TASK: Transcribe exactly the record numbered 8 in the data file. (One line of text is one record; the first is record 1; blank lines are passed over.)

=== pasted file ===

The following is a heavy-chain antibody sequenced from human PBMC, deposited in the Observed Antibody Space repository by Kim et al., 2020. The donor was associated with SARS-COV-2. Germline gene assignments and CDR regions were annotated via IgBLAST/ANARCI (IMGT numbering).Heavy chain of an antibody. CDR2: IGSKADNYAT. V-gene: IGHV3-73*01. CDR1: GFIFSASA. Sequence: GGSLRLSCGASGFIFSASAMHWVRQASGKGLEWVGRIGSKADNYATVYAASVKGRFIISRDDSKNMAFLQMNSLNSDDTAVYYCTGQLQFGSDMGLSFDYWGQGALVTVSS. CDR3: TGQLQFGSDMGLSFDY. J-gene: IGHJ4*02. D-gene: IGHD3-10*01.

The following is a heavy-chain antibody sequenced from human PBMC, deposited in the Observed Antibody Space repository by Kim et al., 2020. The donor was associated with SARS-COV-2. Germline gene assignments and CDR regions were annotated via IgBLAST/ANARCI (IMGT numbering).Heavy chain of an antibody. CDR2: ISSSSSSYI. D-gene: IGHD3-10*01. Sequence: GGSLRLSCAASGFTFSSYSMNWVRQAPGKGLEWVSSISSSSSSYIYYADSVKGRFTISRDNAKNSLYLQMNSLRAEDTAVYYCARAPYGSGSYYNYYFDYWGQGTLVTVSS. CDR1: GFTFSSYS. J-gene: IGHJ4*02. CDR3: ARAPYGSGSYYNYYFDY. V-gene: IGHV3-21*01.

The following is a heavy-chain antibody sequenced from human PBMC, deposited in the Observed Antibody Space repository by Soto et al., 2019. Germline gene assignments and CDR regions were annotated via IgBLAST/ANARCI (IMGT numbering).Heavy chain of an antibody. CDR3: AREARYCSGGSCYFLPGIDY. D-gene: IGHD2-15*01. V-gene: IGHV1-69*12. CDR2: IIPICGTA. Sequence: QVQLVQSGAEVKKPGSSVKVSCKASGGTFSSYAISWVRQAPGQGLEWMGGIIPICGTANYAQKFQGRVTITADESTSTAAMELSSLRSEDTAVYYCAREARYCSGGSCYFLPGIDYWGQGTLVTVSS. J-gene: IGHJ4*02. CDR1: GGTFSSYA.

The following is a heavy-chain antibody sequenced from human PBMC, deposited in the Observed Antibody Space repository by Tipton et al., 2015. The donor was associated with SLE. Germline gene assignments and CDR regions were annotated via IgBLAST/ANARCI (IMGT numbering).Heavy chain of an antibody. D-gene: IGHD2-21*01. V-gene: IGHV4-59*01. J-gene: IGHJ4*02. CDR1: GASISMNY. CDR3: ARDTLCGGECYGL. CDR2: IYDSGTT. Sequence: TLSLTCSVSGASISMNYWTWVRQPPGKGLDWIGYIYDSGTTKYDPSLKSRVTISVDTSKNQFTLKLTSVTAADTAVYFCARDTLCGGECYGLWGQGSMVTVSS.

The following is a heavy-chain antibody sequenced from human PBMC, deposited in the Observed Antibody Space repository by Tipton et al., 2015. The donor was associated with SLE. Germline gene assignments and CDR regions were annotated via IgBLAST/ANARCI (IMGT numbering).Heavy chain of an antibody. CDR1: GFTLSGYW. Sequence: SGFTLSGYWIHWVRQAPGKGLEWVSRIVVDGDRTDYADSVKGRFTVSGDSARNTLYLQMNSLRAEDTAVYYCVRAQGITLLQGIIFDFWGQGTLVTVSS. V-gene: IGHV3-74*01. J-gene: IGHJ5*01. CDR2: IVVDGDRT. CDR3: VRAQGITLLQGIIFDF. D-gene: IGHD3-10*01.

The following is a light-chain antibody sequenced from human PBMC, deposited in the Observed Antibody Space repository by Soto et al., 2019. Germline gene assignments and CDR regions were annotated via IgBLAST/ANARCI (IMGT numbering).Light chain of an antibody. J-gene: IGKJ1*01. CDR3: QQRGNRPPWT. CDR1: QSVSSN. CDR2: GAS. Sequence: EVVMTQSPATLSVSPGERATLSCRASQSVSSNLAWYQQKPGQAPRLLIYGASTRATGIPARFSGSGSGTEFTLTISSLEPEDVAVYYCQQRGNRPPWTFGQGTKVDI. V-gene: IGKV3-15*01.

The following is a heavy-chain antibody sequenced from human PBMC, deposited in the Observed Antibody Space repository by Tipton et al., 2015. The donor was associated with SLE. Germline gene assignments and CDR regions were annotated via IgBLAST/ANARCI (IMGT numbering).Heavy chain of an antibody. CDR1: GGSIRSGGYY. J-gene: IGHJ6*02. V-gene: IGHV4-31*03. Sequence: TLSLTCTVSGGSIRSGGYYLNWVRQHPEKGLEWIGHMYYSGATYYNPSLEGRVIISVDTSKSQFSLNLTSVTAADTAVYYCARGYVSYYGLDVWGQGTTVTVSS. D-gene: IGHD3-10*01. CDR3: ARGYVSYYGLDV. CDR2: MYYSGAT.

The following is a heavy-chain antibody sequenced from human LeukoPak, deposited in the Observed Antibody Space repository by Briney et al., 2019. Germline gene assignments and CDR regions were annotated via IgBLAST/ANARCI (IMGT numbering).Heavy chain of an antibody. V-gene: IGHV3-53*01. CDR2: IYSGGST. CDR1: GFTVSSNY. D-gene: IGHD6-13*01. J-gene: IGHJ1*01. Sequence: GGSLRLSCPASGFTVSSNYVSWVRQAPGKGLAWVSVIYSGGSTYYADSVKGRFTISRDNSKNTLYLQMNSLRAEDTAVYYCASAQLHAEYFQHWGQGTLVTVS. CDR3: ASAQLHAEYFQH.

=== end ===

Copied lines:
The following is a heavy-chain antibody sequenced from human LeukoPak, deposited in the Observed Antibody Space repository by Briney et al., 2019. Germline gene assignments and CDR regions were annotated via IgBLAST/ANARCI (IMGT numbering).Heavy chain of an antibody. V-gene: IGHV3-53*01. CDR2: IYSGGST. CDR1: GFTVSSNY. D-gene: IGHD6-13*01. J-gene: IGHJ1*01. Sequence: GGSLRLSCPASGFTVSSNYVSWVRQAPGKGLAWVSVIYSGGSTYYADSVKGRFTISRDNSKNTLYLQMNSLRAEDTAVYYCASAQLHAEYFQHWGQGTLVTVS. CDR3: ASAQLHAEYFQH.